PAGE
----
Will backlash against Big Tech play into China’s hands?
It’s been a dizzying tailspin. Long lauded for powering the economy, driving down prices, and pushing innovation forward with new devices and services, Big Tech this year finds itself wearing a black hat.
Consumers and politicians alike now criticize technology giants for slanting the news, invading privacy, and carelessly leaving back doors open for cybercriminals to steal data and foreign countries to influence elections. Federal and state authorities are investigating Amazon, Google, and others as possible monopolists over retail sales and ad revenues. The backlash against Silicon Valley has even spawned its own term: “techlash.”
But some tech experts are sounding a cautionary note. While data abuse and antitrust business practices need to be investigated, they say, overzealous prosecution and lawmaking could compromise America’s competitiveness vis-a-vis other nations.
“I worry that the techlash is going to have detrimental effects,” says Robert Atkinson, founder and president of the Information Technology and Innovation Foundation (ITIF), a Washington, D.C., think tank. “Ultimately, that’s playing into the hands of China.”
In the past week, the pressure on Big Tech has intensified. Attorneys general in 48 states plus the District of Columbia and Puerto Rico have announced antitrust investigations of Google, with at least eight of them also examining Facebook. This comes as the Federal Trade Commission has stepped up its investigation of business practices of Amazon, Apple, and others.
“It’s not surprising that people are very concerned about privacy rights and security of your personal data and also the social effect of the new media platforms,” says Thomas Hazlett, a professor at Clemson University in South Carolina and former chief economist of the Federal Communications Commission. “The question is: How do you best handle that with some kind of regulatory solution … that’s actually going to help?”
The strides China has made in next-generation technologies, such as 5G cellphones, gene editing, biometrics, and other areas, are creating pressures for the U.S. to refocus on competitiveness the way it did with the Soviet Union in the 1950s and ’60s, and with Japan in the 1980s and ’90s. If anything, the threat posed by China could be greater, since it combines the military rivalry of the Soviets with the economic rivalry of the Japanese.
According to one survey of academic research, China has already surpassed the U.S. in the number of published papers in artificial intelligence and is poised to move ahead in the number of papers on that subject most cited by other researchers (a measure of their importance).
“We do need some serious updating and reexamination of our policies and our public-private partnerships because the challenges are very different than they were when the U.S. council was created in 1986,” says Deborah Wince-Smith, president and CEO of the Council on Competitiveness in Washington.
The current focus on Big Tech’s misdeeds is delaying this needed debate, says Mr. Atkinson of the ITIF. “That conversation is treading water right now.”
Americans have made adjustments before when confronted with new technologies that have given companies powerful sway in the market, says Professor Hazlett, who assigns his students an 1890 article called “The Right to Privacy” – a reaction to the news and gossip from the new mass-market newspapers of the era.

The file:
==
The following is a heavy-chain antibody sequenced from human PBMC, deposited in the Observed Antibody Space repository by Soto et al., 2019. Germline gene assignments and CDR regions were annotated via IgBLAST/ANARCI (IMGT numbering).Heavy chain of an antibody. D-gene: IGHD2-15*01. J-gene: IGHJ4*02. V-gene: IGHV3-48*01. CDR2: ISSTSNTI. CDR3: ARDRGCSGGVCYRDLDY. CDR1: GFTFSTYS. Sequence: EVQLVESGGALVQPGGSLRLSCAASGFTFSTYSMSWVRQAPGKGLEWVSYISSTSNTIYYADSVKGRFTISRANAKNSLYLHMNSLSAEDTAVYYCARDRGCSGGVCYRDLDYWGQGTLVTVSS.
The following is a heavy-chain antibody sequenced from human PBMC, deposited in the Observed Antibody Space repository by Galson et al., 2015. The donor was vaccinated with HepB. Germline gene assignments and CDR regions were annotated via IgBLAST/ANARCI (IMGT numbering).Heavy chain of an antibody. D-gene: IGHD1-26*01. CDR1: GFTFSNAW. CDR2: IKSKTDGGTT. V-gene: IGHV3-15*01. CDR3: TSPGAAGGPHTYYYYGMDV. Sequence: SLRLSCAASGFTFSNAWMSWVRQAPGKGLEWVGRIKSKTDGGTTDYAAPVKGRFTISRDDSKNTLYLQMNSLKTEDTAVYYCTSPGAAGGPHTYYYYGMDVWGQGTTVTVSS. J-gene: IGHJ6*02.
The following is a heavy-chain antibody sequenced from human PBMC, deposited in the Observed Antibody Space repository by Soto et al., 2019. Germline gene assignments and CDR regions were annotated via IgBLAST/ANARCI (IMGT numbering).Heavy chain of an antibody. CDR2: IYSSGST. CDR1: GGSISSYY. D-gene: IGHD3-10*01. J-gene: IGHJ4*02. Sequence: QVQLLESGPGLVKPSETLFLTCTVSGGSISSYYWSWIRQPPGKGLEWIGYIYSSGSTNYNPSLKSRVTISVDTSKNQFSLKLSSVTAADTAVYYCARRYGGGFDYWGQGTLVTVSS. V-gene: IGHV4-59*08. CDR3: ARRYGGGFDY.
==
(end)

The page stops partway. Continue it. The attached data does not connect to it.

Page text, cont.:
But problems have arisen when regulators and policymakers have gotten too aggressive in countering technology. Mr. Atkinson points to San Francisco’s recent ban on facial recognition by police and city government, despite the positive uses the technology has. On Thursday, California’s legislature passed a much less draconian three-year ban on facial recognition technology for police body cameras.
More pernicious, in his view, were antitrust regulators in the 1950s and ’60s, who forced leading technology giants of that time to license their patented technology. That’s how Sony got its hands on AT&T transistor technology and how Japanese copier firms acquired Xerox know-how, allowing the laggards to rapidly catch up to and surpass the U.S. firms. The major reason Japan came to dominate color TVs was because RCA had to license its technology, he says.
That Japanese dominance, in turn, pushed the U.S. to create a national competitiveness council and strategy in the 1980s, which included the funding of research and encouraging tech transfer from national labs and leading universities to U.S. companies. Encouraged by both Republican and Democratic administrations, the competitiveness push lost its focus after the fall of the Soviet Union and Japan’s economic and policy stumbles.
Not everyone is convinced that a new competitiveness policy will help the U.S. compete against China.
“I think it’s very important that the real issues, particularly intellectual property theft and security issues, be litigated,” says Dr. Hazlett, the Clemson professor. But “I don’t trust the government to pick the right winners nor to have the right policy that’s going to support the markets and not hurt consumers. ... That’s just not a task that’s worked well.”
To its advocates, competitiveness policy is a bipartisan issue that could gain strong support once the public’s concerns about Big Tech are dealt with.
“I’m optimistic,” says Ms. Wince-Smith of the Council on Competitiveness. “Both in the Obama administration, I’m very pleased to say, and in the Trump administration there is a dual support and understanding of the importance of investing in the research and development and the manufacturing capability for next-generation microelectronics.”